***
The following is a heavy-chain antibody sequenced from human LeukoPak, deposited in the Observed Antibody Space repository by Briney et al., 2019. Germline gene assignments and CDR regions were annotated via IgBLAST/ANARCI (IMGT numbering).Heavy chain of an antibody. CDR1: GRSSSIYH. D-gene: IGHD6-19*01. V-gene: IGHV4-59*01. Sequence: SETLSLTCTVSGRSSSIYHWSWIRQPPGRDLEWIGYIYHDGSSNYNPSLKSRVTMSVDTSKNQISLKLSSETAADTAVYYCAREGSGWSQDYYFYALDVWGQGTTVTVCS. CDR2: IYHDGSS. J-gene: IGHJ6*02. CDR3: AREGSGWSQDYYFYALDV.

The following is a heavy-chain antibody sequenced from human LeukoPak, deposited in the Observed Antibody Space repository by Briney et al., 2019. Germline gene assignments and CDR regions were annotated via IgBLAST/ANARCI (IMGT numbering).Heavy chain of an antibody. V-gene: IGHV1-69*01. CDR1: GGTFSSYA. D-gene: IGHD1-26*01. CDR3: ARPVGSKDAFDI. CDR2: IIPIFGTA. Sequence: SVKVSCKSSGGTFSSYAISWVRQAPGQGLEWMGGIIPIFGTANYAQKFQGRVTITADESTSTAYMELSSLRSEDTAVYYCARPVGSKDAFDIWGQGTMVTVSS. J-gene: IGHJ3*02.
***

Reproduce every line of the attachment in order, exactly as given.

The following is a heavy-chain antibody sequenced from human LeukoPak, deposited in the Observed Antibody Space repository by Briney et al., 2019. Germline gene assignments and CDR regions were annotated via IgBLAST/ANARCI (IMGT numbering).Heavy chain of an antibody. CDR1: GRSSSIYH. D-gene: IGHD6-19*01. V-gene: IGHV4-59*01. Sequence: SETLSLTCTVSGRSSSIYHWSWIRQPPGRDLEWIGYIYHDGSSNYNPSLKSRVTMSVDTSKNQISLKLSSETAADTAVYYCAREGSGWSQDYYFYALDVWGQGTTVTVCS. CDR2: IYHDGSS. J-gene: IGHJ6*02. CDR3: AREGSGWSQDYYFYALDV.

The following is a heavy-chain antibody sequenced from human LeukoPak, deposited in the Observed Antibody Space repository by Briney et al., 2019. Germline gene assignments and CDR regions were annotated via IgBLAST/ANARCI (IMGT numbering).Heavy chain of an antibody. V-gene: IGHV1-69*01. CDR1: GGTFSSYA. D-gene: IGHD1-26*01. CDR3: ARPVGSKDAFDI. CDR2: IIPIFGTA. Sequence: SVKVSCKSSGGTFSSYAISWVRQAPGQGLEWMGGIIPIFGTANYAQKFQGRVTITADESTSTAYMELSSLRSEDTAVYYCARPVGSKDAFDIWGQGTMVTVSS. J-gene: IGHJ3*02.